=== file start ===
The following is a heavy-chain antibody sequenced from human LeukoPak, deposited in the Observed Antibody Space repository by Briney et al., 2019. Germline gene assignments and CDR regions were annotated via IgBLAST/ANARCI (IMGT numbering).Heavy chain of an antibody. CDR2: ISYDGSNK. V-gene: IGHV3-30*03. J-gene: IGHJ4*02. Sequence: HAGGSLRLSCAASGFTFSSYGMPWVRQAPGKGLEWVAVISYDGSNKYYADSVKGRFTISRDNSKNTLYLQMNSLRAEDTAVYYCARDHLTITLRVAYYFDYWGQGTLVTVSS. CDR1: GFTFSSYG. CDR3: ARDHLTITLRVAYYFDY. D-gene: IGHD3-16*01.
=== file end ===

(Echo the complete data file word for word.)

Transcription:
The following is a heavy-chain antibody sequenced from human LeukoPak, deposited in the Observed Antibody Space repository by Briney et al., 2019. Germline gene assignments and CDR regions were annotated via IgBLAST/ANARCI (IMGT numbering).Heavy chain of an antibody. CDR2: ISYDGSNK. V-gene: IGHV3-30*03. J-gene: IGHJ4*02. Sequence: HAGGSLRLSCAASGFTFSSYGMPWVRQAPGKGLEWVAVISYDGSNKYYADSVKGRFTISRDNSKNTLYLQMNSLRAEDTAVYYCARDHLTITLRVAYYFDYWGQGTLVTVSS. CDR1: GFTFSSYG. CDR3: ARDHLTITLRVAYYFDY. D-gene: IGHD3-16*01.